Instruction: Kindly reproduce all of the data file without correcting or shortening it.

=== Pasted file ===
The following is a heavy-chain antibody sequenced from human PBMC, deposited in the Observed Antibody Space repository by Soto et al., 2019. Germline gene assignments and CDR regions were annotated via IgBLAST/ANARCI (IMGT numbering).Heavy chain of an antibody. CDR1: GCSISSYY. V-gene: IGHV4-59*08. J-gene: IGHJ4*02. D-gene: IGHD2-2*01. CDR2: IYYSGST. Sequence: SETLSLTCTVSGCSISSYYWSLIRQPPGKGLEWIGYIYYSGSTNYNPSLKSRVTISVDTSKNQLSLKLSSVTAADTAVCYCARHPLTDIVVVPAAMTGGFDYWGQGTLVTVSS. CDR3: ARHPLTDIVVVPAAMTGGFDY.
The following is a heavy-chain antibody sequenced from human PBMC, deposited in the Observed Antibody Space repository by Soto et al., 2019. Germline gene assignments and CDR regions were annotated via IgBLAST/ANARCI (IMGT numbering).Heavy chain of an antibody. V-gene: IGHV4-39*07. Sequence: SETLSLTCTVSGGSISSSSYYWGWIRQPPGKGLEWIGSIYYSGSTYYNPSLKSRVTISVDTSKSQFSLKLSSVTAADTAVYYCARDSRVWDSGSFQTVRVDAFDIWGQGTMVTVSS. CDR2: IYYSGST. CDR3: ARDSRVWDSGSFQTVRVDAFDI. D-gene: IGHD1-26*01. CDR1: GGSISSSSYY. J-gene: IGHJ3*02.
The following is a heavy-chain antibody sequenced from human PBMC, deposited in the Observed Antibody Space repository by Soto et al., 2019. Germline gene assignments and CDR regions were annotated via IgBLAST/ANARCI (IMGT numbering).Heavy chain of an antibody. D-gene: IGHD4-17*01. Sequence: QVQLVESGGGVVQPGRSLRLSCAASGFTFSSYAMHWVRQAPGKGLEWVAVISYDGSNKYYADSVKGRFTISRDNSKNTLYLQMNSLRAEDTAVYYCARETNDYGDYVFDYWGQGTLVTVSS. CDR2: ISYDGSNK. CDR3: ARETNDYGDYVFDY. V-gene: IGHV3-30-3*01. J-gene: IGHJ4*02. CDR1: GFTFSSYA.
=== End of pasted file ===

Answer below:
The following is a heavy-chain antibody sequenced from human PBMC, deposited in the Observed Antibody Space repository by Soto et al., 2019. Germline gene assignments and CDR regions were annotated via IgBLAST/ANARCI (IMGT numbering).Heavy chain of an antibody. CDR1: GCSISSYY. V-gene: IGHV4-59*08. J-gene: IGHJ4*02. D-gene: IGHD2-2*01. CDR2: IYYSGST. Sequence: SETLSLTCTVSGCSISSYYWSLIRQPPGKGLEWIGYIYYSGSTNYNPSLKSRVTISVDTSKNQLSLKLSSVTAADTAVCYCARHPLTDIVVVPAAMTGGFDYWGQGTLVTVSS. CDR3: ARHPLTDIVVVPAAMTGGFDY.
The following is a heavy-chain antibody sequenced from human PBMC, deposited in the Observed Antibody Space repository by Soto et al., 2019. Germline gene assignments and CDR regions were annotated via IgBLAST/ANARCI (IMGT numbering).Heavy chain of an antibody. V-gene: IGHV4-39*07. Sequence: SETLSLTCTVSGGSISSSSYYWGWIRQPPGKGLEWIGSIYYSGSTYYNPSLKSRVTISVDTSKSQFSLKLSSVTAADTAVYYCARDSRVWDSGSFQTVRVDAFDIWGQGTMVTVSS. CDR2: IYYSGST. CDR3: ARDSRVWDSGSFQTVRVDAFDI. D-gene: IGHD1-26*01. CDR1: GGSISSSSYY. J-gene: IGHJ3*02.
The following is a heavy-chain antibody sequenced from human PBMC, deposited in the Observed Antibody Space repository by Soto et al., 2019. Germline gene assignments and CDR regions were annotated via IgBLAST/ANARCI (IMGT numbering).Heavy chain of an antibody. D-gene: IGHD4-17*01. Sequence: QVQLVESGGGVVQPGRSLRLSCAASGFTFSSYAMHWVRQAPGKGLEWVAVISYDGSNKYYADSVKGRFTISRDNSKNTLYLQMNSLRAEDTAVYYCARETNDYGDYVFDYWGQGTLVTVSS. CDR2: ISYDGSNK. CDR3: ARETNDYGDYVFDY. V-gene: IGHV3-30-3*01. J-gene: IGHJ4*02. CDR1: GFTFSSYA.